[Haskell-cafe] Unary functions and infix notation
Johannes Emerich
johannes at emerich.de
Fri Sep 6 17:04:12 CEST 2013
As is well known, any binary function f can be turned into an infix operator by surrounding it with backticks:
f a b -- prefix application
a `f` b -- infix application
It is then possible to take left and right sections, i.e. partially applying f:
(a `f`) -- equivalent to \b -> a `f` b
(`f` b) -- equivalent to \a -> a `f` b
This extends relatively naturally to functions of arity greater than two, where usage of a function in infix notation produces a binary operator that returns a function of arity n-2.
Weirdly, however, infix notation can also be used for unary functions with polymorphic types, as the following ghci session shows:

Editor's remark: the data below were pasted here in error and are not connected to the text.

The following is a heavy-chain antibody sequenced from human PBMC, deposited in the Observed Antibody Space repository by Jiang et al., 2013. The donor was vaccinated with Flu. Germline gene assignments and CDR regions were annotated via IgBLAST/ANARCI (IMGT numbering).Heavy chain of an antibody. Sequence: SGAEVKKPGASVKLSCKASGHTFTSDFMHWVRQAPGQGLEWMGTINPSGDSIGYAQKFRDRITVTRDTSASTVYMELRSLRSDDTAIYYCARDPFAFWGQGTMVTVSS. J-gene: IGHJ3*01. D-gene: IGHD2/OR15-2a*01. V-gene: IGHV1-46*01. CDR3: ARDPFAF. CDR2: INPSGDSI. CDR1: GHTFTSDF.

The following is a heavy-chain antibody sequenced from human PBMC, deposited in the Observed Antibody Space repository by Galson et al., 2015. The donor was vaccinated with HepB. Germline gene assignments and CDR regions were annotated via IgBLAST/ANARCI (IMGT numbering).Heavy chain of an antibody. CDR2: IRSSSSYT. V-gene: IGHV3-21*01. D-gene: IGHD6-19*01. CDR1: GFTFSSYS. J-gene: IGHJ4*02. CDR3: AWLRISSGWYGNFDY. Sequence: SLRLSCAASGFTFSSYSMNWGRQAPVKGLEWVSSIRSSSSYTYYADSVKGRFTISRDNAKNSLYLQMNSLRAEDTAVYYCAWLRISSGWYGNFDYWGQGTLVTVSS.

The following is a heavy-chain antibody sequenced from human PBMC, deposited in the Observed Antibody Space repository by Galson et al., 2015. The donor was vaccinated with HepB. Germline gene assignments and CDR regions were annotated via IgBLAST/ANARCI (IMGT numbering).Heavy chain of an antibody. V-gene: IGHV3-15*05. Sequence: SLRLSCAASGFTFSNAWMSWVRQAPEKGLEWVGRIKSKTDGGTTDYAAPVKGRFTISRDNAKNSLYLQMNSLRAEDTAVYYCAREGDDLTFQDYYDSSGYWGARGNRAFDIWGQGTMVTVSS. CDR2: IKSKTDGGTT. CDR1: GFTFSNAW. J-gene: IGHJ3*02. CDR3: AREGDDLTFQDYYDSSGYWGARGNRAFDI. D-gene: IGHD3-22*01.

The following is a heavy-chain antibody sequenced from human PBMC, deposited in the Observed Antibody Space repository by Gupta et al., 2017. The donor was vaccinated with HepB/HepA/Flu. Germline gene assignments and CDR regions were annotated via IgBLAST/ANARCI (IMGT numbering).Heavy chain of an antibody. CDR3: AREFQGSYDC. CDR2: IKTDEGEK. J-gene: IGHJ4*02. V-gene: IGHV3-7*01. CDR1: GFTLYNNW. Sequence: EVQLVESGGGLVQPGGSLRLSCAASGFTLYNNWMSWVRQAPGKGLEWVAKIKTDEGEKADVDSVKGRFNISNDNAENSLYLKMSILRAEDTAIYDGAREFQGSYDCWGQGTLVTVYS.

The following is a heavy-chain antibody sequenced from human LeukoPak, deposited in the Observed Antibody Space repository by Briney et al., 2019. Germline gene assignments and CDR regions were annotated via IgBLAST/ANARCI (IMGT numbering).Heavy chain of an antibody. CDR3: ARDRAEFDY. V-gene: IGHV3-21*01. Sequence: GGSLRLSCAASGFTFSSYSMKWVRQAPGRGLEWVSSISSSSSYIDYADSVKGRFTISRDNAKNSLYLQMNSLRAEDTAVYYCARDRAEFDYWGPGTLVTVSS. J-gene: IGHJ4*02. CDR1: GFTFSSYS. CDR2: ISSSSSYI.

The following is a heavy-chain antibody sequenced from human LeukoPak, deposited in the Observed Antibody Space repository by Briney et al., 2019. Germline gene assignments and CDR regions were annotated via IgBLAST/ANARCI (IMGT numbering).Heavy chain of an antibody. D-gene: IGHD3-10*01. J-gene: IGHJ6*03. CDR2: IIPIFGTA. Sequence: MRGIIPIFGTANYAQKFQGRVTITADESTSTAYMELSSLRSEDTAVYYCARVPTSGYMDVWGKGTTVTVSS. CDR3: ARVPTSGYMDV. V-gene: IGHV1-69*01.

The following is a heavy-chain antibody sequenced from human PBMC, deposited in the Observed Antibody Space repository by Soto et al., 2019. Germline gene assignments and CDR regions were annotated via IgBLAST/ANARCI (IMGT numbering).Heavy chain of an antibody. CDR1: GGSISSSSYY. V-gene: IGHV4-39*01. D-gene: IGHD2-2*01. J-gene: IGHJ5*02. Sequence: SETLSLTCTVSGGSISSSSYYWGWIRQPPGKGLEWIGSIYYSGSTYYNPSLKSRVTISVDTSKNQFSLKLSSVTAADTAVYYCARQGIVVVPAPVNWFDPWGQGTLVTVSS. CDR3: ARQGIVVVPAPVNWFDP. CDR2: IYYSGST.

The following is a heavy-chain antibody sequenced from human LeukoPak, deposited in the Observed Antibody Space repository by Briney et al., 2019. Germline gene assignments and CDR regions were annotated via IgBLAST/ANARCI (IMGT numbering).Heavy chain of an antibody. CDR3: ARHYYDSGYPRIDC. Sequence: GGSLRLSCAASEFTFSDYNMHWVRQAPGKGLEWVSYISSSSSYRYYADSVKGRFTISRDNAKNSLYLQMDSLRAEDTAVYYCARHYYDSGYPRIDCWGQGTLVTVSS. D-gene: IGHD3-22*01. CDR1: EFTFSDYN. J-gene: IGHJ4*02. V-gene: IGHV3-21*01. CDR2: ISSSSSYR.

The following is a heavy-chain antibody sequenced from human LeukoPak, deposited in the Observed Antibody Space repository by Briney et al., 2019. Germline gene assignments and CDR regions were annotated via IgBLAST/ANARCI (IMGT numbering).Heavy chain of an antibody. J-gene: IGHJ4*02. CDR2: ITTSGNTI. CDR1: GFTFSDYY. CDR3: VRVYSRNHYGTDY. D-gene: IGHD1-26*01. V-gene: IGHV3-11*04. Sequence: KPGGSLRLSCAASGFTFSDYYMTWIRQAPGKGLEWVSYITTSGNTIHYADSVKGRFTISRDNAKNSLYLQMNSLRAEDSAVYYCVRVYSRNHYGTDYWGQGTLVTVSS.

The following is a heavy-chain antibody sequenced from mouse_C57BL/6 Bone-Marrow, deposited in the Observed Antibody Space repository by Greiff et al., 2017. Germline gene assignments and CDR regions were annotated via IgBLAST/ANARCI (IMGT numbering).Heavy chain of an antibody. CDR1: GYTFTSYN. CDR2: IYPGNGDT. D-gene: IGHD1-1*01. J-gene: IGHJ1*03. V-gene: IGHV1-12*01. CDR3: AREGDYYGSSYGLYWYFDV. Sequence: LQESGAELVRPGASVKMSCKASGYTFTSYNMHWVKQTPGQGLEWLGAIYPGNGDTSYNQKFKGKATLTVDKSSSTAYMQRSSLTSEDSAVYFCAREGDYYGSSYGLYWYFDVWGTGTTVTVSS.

Prelude> :t (`id` 1)
(`id` 1) :: Num a => (a -> t) -> t
Prelude> (`id` 1) (\y -> show y ++ ".what")
"1.what"
Desugaring of an equivalent source file shows that id is applied to the anonymous function, which is then applied to 1.
The following example of a function that is not polymorphic in its return type behaves closer to what I would have expected: It does not work.
Prelude> let z = (\y -> True) :: a -> Bool
Prelude> :t (`z` True)
<interactive>:1:2:
The operator `z' takes two arguments,
but its type `a0 -> Bool' has only one
In the expression: (`z` True)
What is the purpose/reason for this behaviour?
Thank you,
--Johannes
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